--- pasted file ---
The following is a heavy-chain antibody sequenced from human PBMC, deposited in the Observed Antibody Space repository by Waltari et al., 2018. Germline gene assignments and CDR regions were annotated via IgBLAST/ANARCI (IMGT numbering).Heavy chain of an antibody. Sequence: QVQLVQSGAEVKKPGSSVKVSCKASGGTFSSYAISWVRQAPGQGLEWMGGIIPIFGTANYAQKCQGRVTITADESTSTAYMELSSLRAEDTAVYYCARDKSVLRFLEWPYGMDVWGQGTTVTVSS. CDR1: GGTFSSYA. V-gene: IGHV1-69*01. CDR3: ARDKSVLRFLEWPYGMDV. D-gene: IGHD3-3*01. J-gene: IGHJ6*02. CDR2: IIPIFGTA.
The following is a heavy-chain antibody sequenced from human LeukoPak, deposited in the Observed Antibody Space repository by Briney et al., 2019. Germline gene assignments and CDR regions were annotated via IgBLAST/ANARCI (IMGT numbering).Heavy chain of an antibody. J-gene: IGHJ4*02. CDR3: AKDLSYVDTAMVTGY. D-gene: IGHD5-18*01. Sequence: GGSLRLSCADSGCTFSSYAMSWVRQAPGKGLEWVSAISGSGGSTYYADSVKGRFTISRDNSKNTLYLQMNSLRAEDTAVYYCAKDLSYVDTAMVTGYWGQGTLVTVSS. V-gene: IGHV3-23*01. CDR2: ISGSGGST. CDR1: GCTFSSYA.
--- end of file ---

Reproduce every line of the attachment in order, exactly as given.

The following is a heavy-chain antibody sequenced from human PBMC, deposited in the Observed Antibody Space repository by Waltari et al., 2018. Germline gene assignments and CDR regions were annotated via IgBLAST/ANARCI (IMGT numbering).Heavy chain of an antibody. Sequence: QVQLVQSGAEVKKPGSSVKVSCKASGGTFSSYAISWVRQAPGQGLEWMGGIIPIFGTANYAQKCQGRVTITADESTSTAYMELSSLRAEDTAVYYCARDKSVLRFLEWPYGMDVWGQGTTVTVSS. CDR1: GGTFSSYA. V-gene: IGHV1-69*01. CDR3: ARDKSVLRFLEWPYGMDV. D-gene: IGHD3-3*01. J-gene: IGHJ6*02. CDR2: IIPIFGTA.
The following is a heavy-chain antibody sequenced from human LeukoPak, deposited in the Observed Antibody Space repository by Briney et al., 2019. Germline gene assignments and CDR regions were annotated via IgBLAST/ANARCI (IMGT numbering).Heavy chain of an antibody. J-gene: IGHJ4*02. CDR3: AKDLSYVDTAMVTGY. D-gene: IGHD5-18*01. Sequence: GGSLRLSCADSGCTFSSYAMSWVRQAPGKGLEWVSAISGSGGSTYYADSVKGRFTISRDNSKNTLYLQMNSLRAEDTAVYYCAKDLSYVDTAMVTGYWGQGTLVTVSS. V-gene: IGHV3-23*01. CDR2: ISGSGGST. CDR1: GCTFSSYA.